Geothermal plants are designed so that after 50 years of operation, a cooling of less than/equal to 1°C can be measured at the production well. The plant will then continue to function with little loss of overall performance. If this field is abandoned, warm water will flow in from the earth’s inexhaustible reservoir, so that the condition of the reservoir will not change over the long term.

The earth’s interior contains fracture points, i.e. areas where different rock layers are offset relative to each other. In zones that are still active, such as the San Andreas Fault in California, increasing stresses naturally build up at those points as the rock continues to shift. If the tension is greater than the friction, the rock slips, tension is released and the earth shakes.

A similar mechanism can also cause quakes here in Germany, but on much smaller scales and with much less energy. The difference between the interfaces in Germany and the San Andreas Fault, for example, lies in the fact that Germany is only home to old, inactive plates. The rock is no longer actively moving. However, there are plate boundaries, or offsets, of rock here (“remnants” from when the Alps formed) where tension can build up due to external, anthropogenic activities, but because the friction is much lower. Tension here is discharged much faster and can therefore only lead to very slight, often imperceptible movements of the ground.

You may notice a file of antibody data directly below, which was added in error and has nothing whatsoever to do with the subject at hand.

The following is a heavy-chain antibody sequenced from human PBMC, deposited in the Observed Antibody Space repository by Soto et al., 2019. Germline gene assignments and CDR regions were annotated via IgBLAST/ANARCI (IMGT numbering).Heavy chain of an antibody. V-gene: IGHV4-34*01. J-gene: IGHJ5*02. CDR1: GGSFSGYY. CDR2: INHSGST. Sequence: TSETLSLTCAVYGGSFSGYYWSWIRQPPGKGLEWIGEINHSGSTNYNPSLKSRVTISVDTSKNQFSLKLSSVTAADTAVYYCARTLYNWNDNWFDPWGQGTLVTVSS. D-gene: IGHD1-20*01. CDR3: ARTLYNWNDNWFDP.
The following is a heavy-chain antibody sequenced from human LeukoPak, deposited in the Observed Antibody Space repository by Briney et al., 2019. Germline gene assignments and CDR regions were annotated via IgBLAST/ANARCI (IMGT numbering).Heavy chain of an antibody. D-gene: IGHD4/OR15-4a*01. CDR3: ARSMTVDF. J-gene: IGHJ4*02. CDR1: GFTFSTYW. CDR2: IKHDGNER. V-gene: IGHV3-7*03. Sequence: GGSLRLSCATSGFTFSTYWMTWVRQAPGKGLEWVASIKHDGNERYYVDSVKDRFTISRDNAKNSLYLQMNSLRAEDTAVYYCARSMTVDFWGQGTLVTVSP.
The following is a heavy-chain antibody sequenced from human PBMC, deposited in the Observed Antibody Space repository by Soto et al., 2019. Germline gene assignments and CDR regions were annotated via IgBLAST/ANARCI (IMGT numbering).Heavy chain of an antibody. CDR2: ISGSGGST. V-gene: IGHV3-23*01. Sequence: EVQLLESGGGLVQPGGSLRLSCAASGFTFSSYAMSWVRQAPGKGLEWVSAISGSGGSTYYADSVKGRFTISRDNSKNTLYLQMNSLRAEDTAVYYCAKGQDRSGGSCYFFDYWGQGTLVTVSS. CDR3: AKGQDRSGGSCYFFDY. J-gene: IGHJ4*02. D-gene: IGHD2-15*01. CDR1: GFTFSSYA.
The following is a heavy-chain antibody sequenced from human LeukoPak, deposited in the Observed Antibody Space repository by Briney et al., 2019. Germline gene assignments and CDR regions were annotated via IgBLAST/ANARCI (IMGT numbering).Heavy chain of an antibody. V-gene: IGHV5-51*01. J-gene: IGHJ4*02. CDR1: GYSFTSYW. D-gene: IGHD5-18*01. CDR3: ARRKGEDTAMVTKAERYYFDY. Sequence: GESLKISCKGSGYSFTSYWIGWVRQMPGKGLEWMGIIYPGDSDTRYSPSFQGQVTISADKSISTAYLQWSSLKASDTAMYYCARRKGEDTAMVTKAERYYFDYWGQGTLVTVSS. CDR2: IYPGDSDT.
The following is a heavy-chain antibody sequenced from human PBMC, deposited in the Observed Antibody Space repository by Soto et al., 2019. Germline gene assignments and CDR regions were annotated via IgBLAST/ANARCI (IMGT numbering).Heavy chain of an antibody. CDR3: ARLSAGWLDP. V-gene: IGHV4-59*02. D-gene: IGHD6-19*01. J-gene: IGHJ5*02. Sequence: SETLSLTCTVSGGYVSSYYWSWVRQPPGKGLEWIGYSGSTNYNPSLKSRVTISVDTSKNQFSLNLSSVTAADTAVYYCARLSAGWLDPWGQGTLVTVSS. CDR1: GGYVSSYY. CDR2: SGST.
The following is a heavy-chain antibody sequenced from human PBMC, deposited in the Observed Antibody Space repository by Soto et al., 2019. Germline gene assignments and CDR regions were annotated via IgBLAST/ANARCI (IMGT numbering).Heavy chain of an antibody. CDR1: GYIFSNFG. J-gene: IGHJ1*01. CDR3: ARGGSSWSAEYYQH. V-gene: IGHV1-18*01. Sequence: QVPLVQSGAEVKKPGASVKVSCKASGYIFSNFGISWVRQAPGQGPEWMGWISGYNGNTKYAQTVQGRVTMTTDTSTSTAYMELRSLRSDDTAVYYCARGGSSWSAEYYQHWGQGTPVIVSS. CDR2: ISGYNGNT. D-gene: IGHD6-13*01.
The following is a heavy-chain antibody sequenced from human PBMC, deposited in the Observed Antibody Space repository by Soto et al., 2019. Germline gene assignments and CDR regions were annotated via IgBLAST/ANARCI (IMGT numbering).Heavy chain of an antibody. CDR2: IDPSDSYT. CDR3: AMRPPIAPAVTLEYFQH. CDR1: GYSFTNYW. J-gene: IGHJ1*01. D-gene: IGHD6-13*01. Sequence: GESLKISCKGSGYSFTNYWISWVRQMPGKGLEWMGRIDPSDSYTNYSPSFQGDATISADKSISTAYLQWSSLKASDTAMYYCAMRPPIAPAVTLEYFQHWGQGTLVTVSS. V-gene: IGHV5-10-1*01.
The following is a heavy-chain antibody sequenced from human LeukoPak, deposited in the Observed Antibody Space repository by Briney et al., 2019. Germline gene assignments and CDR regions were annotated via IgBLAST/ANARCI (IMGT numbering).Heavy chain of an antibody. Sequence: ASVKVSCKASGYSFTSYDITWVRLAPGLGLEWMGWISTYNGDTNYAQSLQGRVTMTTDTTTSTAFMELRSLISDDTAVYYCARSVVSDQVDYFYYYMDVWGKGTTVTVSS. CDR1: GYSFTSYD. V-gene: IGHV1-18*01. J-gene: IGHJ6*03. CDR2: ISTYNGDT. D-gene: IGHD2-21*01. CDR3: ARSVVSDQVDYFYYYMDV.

No. On the one hand, it is a closed circuit: extracted water is pumped back into the ground in equal amounts. On the other hand, the extracted water volume is so large that water from the surrounding rock immediately flows in behind it, thus filling any potential hollow spaces.

In preparation for construction projects, extensive measurements of the subsurface help provide information about the geology to be encountered below and the associated subsurface models.

If there are large anhydrite deposits in the subsurface, for example, there is a risk that they will interact with water. When anhydrite layers interact with water they soak it up like a sponge and expand greatly, forming gypsum.

Environments with a high groundwater level and boggy subsoil are also not ideal for deep geothermal energy drilling projects.

The rock beneath Munich consists mainly of gravel, sandstone, mudstone and limestone – good load-bearing layers. These do not pose any danger in terms of geothermal energy.

Note: The FAQ list is preliminary and may be extended over the course of the project.